Transcript of America On-Line Chat with Hedrick Smith on

September 4, 1996

Copyright 1996 America Online, Inc. All Rights Reserved.

AOLiveMC9: Welcome Mr. Smith!

HSmithProd: Welcome to the audience. We've had a wonderful response on e-mail to our series, "The People and the Power Game." Many in the audience were especially interested in the public voters' participation.

Question: Why is "People and the Power Game" Special?

HSmithProd: First, we gave a very strong criticism of the media and got Dan Rather and Peter Jennings, among others, to admit that they were uneasy about what the media is doing these days. In the lobby section, we had some very graphic admissions from lobbyists and telemarketers about how they develop astroturf. And finally, we have people from all other country giving their views on Washington and how to fix the problems in the American political system. So we linked the beltway politicians with the people in America.

Question: I heard that President Clinton made a deal with the unions to make it appear that Newt Gingrich was shutting down the government, and that the unions would take the shut down to make the Republicans look bad. Do you know anything about that?

HSmithProd: No, when you see Newt Gingrich next week in the second installment, you will see that he admits that he miscalculated and that he did not figure Clinton would be so tough. He did not say anything about the unions.

Question: Do you think the negative tone the media projects has contributed to people losing faith in their government?

HSmithProd: Yes, as you can see from what we reported in the first installment of The People and the Power Game you will see several stories about how media negativism affects the public. Check the website.

Question: Is it true that the tobacco industry is the leader in increasing money to the Republican candidates?

HSmithProd: Yes, the tobacco industry was the major contributor to the Republican party in 1995, showing a big shift from the previous years when the industry was giving heavily to Democrats.

Question: I recently read an article about "front groups". Could you explain that term please.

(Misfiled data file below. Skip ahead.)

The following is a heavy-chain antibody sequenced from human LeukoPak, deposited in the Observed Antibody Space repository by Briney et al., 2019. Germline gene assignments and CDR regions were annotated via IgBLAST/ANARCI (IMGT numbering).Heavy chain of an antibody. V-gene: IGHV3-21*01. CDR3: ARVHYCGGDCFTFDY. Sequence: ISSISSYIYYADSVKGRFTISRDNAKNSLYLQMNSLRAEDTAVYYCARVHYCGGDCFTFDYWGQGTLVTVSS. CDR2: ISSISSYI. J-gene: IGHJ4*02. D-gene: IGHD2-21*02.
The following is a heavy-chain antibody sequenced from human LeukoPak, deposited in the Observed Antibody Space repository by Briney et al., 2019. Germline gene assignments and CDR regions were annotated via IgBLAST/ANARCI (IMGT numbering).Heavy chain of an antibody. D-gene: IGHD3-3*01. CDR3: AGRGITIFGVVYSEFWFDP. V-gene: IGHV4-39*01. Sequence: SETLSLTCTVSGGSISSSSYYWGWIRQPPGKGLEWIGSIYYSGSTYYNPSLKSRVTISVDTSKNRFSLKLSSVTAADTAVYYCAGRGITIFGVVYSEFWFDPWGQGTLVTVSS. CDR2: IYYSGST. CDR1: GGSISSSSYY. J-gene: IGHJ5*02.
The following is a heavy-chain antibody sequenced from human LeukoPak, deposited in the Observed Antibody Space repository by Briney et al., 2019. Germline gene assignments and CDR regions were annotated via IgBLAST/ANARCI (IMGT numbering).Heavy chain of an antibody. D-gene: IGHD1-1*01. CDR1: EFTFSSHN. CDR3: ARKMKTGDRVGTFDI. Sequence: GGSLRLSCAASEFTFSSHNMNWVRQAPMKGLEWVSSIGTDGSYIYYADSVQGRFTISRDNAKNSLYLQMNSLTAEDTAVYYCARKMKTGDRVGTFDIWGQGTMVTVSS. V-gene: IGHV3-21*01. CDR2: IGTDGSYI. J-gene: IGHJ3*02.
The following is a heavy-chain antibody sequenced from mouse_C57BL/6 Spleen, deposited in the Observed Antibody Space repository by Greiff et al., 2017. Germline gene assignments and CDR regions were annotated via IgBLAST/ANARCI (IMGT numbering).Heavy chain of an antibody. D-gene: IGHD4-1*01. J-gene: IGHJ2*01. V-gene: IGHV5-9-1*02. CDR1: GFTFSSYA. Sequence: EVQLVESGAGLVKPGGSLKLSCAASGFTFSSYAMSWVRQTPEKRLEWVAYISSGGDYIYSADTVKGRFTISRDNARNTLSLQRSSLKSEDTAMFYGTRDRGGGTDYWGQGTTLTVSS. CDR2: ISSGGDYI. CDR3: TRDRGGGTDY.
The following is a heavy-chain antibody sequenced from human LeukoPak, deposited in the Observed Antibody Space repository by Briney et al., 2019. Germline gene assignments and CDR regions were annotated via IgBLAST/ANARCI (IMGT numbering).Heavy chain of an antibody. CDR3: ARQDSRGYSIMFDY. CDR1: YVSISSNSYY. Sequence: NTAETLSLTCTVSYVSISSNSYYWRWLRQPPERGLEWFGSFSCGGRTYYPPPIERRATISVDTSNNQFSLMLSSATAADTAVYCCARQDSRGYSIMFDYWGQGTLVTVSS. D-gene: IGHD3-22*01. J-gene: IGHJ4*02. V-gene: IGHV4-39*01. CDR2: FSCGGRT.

HSmithProd: Front groups used to apply to various communist fronts during the cold war, where the Communist Party was the core of a group but had other organizations involved to give it cover. In more recent times, it has been used as a term to refer to any organization that hides the real core. In other words, if the tobacco industry or some other group wanted to mount a political campaign or a lobbying campaign, but wanted to hide its hand, it would set up a front group with other organizations.

Question: Have always appreciated PBS work on television, thank you! As for lobbies, which do you believe are the more prevalent: U.S. backed lobbies or foreign backed lobbies?

HSmithProd: In the late 80's and early 90's, we suddenly became very conscious of foreign backed and financed lobbyists, especially former U.S. officials working for Japanese, European or other foreign interests. But the really powerful lobbies in Washington now are the U.S. lobbies -- the retired lobby, AARP, the gun lobby, the health care industry lobbies, the Thursday group, which is a pro-business coalition led by the U.S. chamber of Commerce, and other such lobbies.

Question: Many, many people feel that our government is totally subservient to special interest groups and lobbyists and they don't even bother to vote. What will change that?

HSmithProd: The main way to reduce the exaggerated influence of lobbies is to push campaign finance reform that separates the practice of lobbying from the financing of political campaigns. The main lobbies today get much of their influence from giving money to political campaigns. So cutting that connection is one of the main goals of reformers such as Senator Bill Bradley of New Jersey, a Democrat and Chris Shays, a House Republican, and Linda Smith, another House Republican.

Question: I, too, have become extremely disappointed with the media's attempt to "tell" you what the news means. For instance, they report something and then tell you what they think it means. It is insulting to the American public. Why does the media do this?

HSmithProd: Someone has to make a judgment on what news is, and for busy people, that often means providing context and background for the news. You need to know, for example, what has been going on in Iraq to understand the importance of the new raids there. Where the press gets in trouble is when they move from providing background and context into opinion. And that has been happening too much.

Question: Neither party, when in power, shows any inclination to pass campaign finance reform. What will force the issue?

HSmithProd: Only strong public pressure will have real impact. The problem is that all the politicians in both parties won their seats in Congress, or won the White House, under the present campaign finance laws. So they don't really want to change things, that is most of them. So, only if the public really puts a lot of pressure on individual Congress members to commit themselves to real reform, such as separating lobbying from campaign donations, will the politicians do something. But public pressure is building now. Join the movement, if you feel strongly about it.